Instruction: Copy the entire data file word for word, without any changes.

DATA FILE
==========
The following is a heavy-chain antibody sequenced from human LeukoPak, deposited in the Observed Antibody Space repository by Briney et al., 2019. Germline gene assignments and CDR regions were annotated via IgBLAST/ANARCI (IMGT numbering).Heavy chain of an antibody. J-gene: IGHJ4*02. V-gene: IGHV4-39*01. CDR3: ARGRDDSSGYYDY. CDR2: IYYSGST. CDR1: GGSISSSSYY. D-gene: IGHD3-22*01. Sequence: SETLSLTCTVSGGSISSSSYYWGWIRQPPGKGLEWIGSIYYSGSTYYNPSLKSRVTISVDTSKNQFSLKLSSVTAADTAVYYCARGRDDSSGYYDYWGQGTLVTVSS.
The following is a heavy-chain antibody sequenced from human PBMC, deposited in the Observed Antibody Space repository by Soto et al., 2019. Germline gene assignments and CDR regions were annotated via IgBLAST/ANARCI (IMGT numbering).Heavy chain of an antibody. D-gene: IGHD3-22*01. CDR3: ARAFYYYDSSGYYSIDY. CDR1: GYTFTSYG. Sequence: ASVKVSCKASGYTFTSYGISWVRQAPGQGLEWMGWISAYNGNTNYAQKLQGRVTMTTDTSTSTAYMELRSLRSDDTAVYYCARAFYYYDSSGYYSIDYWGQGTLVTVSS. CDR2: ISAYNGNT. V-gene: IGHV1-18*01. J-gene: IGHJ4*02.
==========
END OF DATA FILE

The following is a heavy-chain antibody sequenced from human LeukoPak, deposited in the Observed Antibody Space repository by Briney et al., 2019. Germline gene assignments and CDR regions were annotated via IgBLAST/ANARCI (IMGT numbering).Heavy chain of an antibody. J-gene: IGHJ4*02. V-gene: IGHV4-39*01. CDR3: ARGRDDSSGYYDY. CDR2: IYYSGST. CDR1: GGSISSSSYY. D-gene: IGHD3-22*01. Sequence: SETLSLTCTVSGGSISSSSYYWGWIRQPPGKGLEWIGSIYYSGSTYYNPSLKSRVTISVDTSKNQFSLKLSSVTAADTAVYYCARGRDDSSGYYDYWGQGTLVTVSS.
The following is a heavy-chain antibody sequenced from human PBMC, deposited in the Observed Antibody Space repository by Soto et al., 2019. Germline gene assignments and CDR regions were annotated via IgBLAST/ANARCI (IMGT numbering).Heavy chain of an antibody. D-gene: IGHD3-22*01. CDR3: ARAFYYYDSSGYYSIDY. CDR1: GYTFTSYG. Sequence: ASVKVSCKASGYTFTSYGISWVRQAPGQGLEWMGWISAYNGNTNYAQKLQGRVTMTTDTSTSTAYMELRSLRSDDTAVYYCARAFYYYDSSGYYSIDYWGQGTLVTVSS. CDR2: ISAYNGNT. V-gene: IGHV1-18*01. J-gene: IGHJ4*02.